Yesterday, Apple Music announced a deal that could totally transform online mix culture – and deliver a serious blow to rivals SoundCloud, Spotify and Mixcloud.
For over a decade, online mixes have been a popular part of internet music consumption. Unlike their commercial mix CD ancestors though, they’ve been a somewhat shady, bootleg enterprise, subject to legal wrangles and takedowns. A new partnership between Apple and digital distributor Dubset will bring them a step closer to legitimacy, allowing DJs to upload mixes, remixes and mash-ups, with royalties paid to both the mixer and rights holders.
It’s an important development for several reasons. SoundCloud has famously struggled with copyright disputes from labels, meaning takedowns and profile deletions are still a threat to artists looking to upload content. Mixcloud is a perfectly serviceable alternative that pays rights holders, but it’s still a relatively small platform with a user base dwarfed by that of Apple Music, which has over 10m paid subscribers. Both companies should be worried by this partnership, which could take a significant chunk of their listeners.
As Billboard outlines, Dubset is able to achieve this with software called MixBank, which it uses to scan remixes and DJ mixes, and analyse which tracks are featured. Next, Dubset’s proprietary MixScan software is able to pinpoint the start and end point of a track in a mix and check a database to see who should be paid. Royalties are split depending on the relative duration of music played – half a track gets half the amount of money as a full track stream.
The benefits for artists and DJs are obvious: no more takedowns, more royalties for everyone and exposure to Apple Music’s huge user base. Despite the benefits, it’s not quite as straightforward as it sounds. Rights holders can blacklist tracks through Dubset and ultimately have the final say on whether a mix reaches Apple Music, after you’ve spent hours planning, tweaking and recording the perfect mix.
Dubset has been around for several years, and received funding from Rhapsody in 2014. It also has agreements in place with over 14,000 labels and publishers, so it’s clearly serious about monetising DJ mixes. But there’s still a lot about how the company works that’s unclear, like exactly how much money rights holders will be paid when a two-minute snippet of their track gets played in a 60-minute DJ mix.
Dubset and its partners seem optimistic. Company CEO Stephen White gave Pitchfork a very positive statement about what it means financially, while Get Physical Records CEO Roland Leesker called the revenue and royalty potential “enormous.” The company refused to give specific figures to Billboard, but if the amounts are comparable to Spotify, artists probably won’t be receiving very much money at all.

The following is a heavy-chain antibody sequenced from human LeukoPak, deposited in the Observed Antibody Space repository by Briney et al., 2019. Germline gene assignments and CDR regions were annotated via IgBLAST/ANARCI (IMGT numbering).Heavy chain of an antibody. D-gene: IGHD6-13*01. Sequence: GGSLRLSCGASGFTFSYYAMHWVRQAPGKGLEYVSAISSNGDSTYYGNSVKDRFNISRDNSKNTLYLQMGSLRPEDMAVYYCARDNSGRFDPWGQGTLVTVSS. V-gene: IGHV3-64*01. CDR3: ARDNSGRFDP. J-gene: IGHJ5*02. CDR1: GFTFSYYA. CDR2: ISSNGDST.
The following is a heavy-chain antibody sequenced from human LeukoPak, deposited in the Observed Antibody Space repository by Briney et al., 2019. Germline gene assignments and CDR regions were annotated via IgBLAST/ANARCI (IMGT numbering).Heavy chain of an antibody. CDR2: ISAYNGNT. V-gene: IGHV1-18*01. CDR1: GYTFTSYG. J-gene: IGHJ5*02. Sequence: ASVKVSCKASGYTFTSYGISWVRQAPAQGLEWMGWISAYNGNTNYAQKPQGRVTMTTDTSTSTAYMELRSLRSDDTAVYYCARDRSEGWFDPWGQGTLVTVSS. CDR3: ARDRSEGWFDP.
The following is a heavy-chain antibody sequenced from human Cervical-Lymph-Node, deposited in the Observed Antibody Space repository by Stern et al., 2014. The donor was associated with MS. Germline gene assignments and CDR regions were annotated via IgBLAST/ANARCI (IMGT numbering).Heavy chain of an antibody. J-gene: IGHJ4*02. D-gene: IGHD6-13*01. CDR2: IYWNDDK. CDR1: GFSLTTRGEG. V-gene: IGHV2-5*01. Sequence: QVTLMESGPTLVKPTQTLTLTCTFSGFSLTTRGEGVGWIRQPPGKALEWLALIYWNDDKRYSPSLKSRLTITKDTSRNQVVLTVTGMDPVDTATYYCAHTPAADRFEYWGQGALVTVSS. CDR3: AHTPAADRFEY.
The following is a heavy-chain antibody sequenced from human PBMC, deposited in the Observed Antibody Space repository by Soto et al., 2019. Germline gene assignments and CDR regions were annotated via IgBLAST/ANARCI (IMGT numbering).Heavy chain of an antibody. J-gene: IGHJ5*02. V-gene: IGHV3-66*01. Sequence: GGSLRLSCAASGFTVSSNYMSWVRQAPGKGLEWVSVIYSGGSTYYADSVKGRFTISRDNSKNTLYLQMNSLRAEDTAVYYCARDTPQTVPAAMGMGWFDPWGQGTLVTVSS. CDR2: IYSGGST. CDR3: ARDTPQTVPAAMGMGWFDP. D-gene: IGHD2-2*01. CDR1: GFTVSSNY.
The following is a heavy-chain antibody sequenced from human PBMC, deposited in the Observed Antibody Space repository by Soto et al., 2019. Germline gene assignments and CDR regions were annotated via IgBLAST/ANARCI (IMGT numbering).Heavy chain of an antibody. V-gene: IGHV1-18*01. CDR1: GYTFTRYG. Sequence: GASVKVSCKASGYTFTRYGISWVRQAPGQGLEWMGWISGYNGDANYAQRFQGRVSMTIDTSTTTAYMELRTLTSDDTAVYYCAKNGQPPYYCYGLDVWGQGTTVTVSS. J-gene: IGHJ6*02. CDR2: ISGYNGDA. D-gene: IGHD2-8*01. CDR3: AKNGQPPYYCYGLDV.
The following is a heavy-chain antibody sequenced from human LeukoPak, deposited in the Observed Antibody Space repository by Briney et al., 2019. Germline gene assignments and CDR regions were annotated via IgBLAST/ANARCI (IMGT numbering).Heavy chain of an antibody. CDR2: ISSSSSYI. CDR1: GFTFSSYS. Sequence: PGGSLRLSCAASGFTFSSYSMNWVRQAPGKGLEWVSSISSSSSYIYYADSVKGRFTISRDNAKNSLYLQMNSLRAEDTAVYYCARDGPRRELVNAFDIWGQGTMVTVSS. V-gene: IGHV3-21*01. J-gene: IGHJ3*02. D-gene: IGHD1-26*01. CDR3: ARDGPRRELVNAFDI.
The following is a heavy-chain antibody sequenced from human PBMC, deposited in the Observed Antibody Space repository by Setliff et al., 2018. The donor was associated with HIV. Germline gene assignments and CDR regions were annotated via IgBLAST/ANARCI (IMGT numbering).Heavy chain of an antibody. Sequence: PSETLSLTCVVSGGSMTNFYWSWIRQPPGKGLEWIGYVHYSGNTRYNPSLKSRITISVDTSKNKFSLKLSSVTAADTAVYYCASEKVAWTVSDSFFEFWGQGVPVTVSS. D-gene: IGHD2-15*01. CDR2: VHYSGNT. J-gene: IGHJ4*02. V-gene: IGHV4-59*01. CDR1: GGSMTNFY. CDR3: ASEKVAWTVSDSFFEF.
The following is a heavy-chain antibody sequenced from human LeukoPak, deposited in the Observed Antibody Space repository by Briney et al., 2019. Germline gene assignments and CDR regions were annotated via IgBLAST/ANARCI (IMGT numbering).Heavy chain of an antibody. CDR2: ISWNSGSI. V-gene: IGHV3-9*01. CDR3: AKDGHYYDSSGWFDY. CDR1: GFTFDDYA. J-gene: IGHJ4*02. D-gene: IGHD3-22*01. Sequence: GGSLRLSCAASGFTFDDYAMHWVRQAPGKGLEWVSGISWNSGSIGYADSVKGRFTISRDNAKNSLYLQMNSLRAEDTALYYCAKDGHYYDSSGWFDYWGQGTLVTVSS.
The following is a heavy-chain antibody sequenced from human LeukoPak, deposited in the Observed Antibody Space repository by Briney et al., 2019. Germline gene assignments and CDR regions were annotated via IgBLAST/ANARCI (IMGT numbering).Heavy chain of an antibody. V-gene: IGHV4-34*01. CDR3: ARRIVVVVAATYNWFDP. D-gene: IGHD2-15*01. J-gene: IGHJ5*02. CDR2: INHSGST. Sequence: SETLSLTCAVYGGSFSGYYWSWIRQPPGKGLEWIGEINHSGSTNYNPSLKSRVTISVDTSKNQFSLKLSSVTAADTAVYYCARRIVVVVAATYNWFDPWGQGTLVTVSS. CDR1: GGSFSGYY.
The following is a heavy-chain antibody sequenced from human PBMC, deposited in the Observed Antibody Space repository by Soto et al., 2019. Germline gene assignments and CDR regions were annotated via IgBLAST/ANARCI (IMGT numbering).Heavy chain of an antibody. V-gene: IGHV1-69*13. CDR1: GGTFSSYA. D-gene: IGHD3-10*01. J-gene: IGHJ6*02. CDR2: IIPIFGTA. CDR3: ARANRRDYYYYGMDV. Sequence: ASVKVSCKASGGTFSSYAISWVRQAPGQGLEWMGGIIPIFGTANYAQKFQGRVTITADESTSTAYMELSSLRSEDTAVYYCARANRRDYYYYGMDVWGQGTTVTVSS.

Figures last year suggest that artists receive $0.0011 from a single play on Spotify, an amount that requires 1,117,021 streams to make an average monthly wage of $1,260. Assuming only half a track is played in a mix, and then another slice goes towards the DJ that recorded the mix, the amount of times a mix will need to be played to make decent money is going to be in the millions.
“The royalties may not add up to much, but the benefits of getting featured on a platform like Apple Music shouldn’t be underestimated.”
While this might mean significant payouts for EDM artists featured on mixes from DJs like Hardwell that can break the 7m mark, underground acts are likely to see small returns. In comparison, FACT’s biggest mix of last year, by Warp veteran Squarepusher, was streamed 49,900 times on SoundCloud and downloaded a further 6,000 – an amount that might buy you lunch if you’re lucky.
The royalties may not add up to much, but the benefits of getting featured on a platform like Apple Music shouldn’t be underestimated. The service’s focus on curation is arguably better than Spotify, with niche genres and artists regularly covered by its editorial. If a relatively underground artist like recent FACT mixer Ziro were to get a mix featured on Apple Music, the profile boost alone would make up for the relative lack of royalties.
Ultimately, Apple Music’s partnership with Dubset will probably result in the same complaints people regularly make about streaming services. Artists will say they’re getting a bad deal, there will be a flood of mediocre mixes nobody will listen to, and there might even be a few lawsuits aimed at Dubset by optimistic artists looking for a payout.
For DJs though, the deal can only be positive. The recent bankruptcy of SFX Entertainment suggests trouble for the EDM industry, but this new partnership is the first time a major streaming service has recognised the DJ as being as important as the artist that made the music itself. Whether you’re an EDM star playing on huge festival stages or a vinyl digger spinning in basements, it’s a significant moment.